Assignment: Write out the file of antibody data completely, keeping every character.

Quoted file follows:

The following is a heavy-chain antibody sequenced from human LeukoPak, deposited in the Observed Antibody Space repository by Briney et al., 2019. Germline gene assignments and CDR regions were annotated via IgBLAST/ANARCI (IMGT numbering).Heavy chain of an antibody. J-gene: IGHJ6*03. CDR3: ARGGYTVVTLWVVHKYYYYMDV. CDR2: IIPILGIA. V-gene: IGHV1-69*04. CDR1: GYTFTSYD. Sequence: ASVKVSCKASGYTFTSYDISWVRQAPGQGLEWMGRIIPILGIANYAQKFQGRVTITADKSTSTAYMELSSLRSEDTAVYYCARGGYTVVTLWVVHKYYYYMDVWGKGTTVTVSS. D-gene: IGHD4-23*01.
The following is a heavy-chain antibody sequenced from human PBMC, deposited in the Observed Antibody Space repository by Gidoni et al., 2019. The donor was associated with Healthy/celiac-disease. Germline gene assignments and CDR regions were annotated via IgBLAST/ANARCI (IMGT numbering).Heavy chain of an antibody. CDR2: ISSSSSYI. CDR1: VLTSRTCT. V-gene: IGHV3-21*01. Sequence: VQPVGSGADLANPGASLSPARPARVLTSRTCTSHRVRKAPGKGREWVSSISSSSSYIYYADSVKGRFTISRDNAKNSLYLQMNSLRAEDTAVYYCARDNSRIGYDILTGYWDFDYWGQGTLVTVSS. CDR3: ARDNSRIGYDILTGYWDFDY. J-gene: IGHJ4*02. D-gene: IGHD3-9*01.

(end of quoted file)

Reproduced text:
The following is a heavy-chain antibody sequenced from human LeukoPak, deposited in the Observed Antibody Space repository by Briney et al., 2019. Germline gene assignments and CDR regions were annotated via IgBLAST/ANARCI (IMGT numbering).Heavy chain of an antibody. J-gene: IGHJ6*03. CDR3: ARGGYTVVTLWVVHKYYYYMDV. CDR2: IIPILGIA. V-gene: IGHV1-69*04. CDR1: GYTFTSYD. Sequence: ASVKVSCKASGYTFTSYDISWVRQAPGQGLEWMGRIIPILGIANYAQKFQGRVTITADKSTSTAYMELSSLRSEDTAVYYCARGGYTVVTLWVVHKYYYYMDVWGKGTTVTVSS. D-gene: IGHD4-23*01.
The following is a heavy-chain antibody sequenced from human PBMC, deposited in the Observed Antibody Space repository by Gidoni et al., 2019. The donor was associated with Healthy/celiac-disease. Germline gene assignments and CDR regions were annotated via IgBLAST/ANARCI (IMGT numbering).Heavy chain of an antibody. CDR2: ISSSSSYI. CDR1: VLTSRTCT. V-gene: IGHV3-21*01. Sequence: VQPVGSGADLANPGASLSPARPARVLTSRTCTSHRVRKAPGKGREWVSSISSSSSYIYYADSVKGRFTISRDNAKNSLYLQMNSLRAEDTAVYYCARDNSRIGYDILTGYWDFDYWGQGTLVTVSS. CDR3: ARDNSRIGYDILTGYWDFDY. J-gene: IGHJ4*02. D-gene: IGHD3-9*01.